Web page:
Don’t use stockphotos (you don’t own)
Unions not only have a legal obligation to respect copyright, but an ethical obligation. Unions have fought for intellectual property rights for photographers for years. Respecting copyright doesn’t mean kowtowing to Disney. It means not using photos from the Internet without permission of the owner.
I mention this as a “pro-tip” because I have often seen unions use images harvested from the Internet without permission – whether it’s a political cartoon taken from a newspaper website and used in a flyer or poster, or an “generic” image of workers for the union website.
Recently, I visited the homepage of Unions ACT and what I saw on the homepage disappointed me.
While I welcome the increase in union membership by 4% in 2009, I am dismayed that Unions ACT have used a stockphoto that appears to be taken from the Internet without permission.
You can see the faint white lines laid over the image of those friendly workers – that’s a water-mark. You can also make out the Stockphoto logo (Stockphoto is an online company that provides stock photos for sale). The water-mark has been partially removed (presumably in Photoshop) – suggesting that whoever provided or uploaded the image for the Unions ACT website was aware that the photo was being used without permission.
(Update: Here is a link to the official Stockphoto website with the photo above.)
I’m “naming and shaming” Unions ACT because two weeks ago I contacted them alerting them to this fact.I received a reply a few days later from the Office Manager, letting me know that my email had been forwarded to “our web admin and design people”. Nothing happened for over a week – the image is still there now – so I followed it up again with the Unions ACT Office Manager, who again replied saying he had forwarded my email to the “web admin and design people”.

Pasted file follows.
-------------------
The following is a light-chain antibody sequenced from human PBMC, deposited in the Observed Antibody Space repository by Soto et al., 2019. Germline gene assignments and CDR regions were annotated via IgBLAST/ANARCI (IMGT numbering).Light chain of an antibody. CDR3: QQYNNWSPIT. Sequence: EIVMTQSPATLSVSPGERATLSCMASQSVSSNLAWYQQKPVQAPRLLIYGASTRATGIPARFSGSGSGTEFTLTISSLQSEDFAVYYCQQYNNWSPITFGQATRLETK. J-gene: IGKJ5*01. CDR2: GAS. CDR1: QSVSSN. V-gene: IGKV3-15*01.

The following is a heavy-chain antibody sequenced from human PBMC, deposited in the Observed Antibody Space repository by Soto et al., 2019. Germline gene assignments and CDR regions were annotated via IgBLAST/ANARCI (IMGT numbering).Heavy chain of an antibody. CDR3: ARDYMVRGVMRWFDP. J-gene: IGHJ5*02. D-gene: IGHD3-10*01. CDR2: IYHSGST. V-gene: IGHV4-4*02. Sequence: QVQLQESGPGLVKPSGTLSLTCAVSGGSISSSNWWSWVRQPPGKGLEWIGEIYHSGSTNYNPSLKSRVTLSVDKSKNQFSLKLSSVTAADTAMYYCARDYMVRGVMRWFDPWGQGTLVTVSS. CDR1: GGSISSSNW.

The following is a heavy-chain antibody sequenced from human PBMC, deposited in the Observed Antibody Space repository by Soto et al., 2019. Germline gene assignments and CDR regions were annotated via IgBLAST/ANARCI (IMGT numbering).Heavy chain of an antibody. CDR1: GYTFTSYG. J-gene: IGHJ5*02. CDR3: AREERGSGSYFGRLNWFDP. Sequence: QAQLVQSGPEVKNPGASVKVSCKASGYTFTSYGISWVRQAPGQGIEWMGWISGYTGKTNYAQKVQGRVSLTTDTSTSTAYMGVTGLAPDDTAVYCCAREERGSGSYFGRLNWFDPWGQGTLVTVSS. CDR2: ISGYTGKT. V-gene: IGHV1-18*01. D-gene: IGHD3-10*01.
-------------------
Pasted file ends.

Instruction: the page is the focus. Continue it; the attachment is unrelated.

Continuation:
Union websites should be especially aware of the images they use. I try to ensure that the images I use on my own blog are Creative Commons licensed or have been made available for free by their creators. Similarly, at my union, we are making an effort to ensure no images are used without permission.
There’s nothing wrong necessarily with using Stockphotos – they can be useful when time is limited – although unions should endeavour to employ or hire a photographer and take their own photos, with their own members.
I feel, after two weeks notice, that there has been ample time for Unions ACT – made up of fine people doing good work – to remove the stockphoto image or replace it with one they have permission to use. I hope that after publishing this blog post, that they act more quickly.
My hope is that Unions ACT do have permission to use this stockphoto and have for some reason accidentally used the water-marked version. It is also possible that the company or person who created the Unions ACT website is responsible for using that particular photo, without the knowledge of Unions ACT staff. I would be happy to hear from Unions ACT to update this blog post.
[box border=”full” type=”info”]UPDATE: In discussions with Unions ACT, the offending image has now been removed. [/box]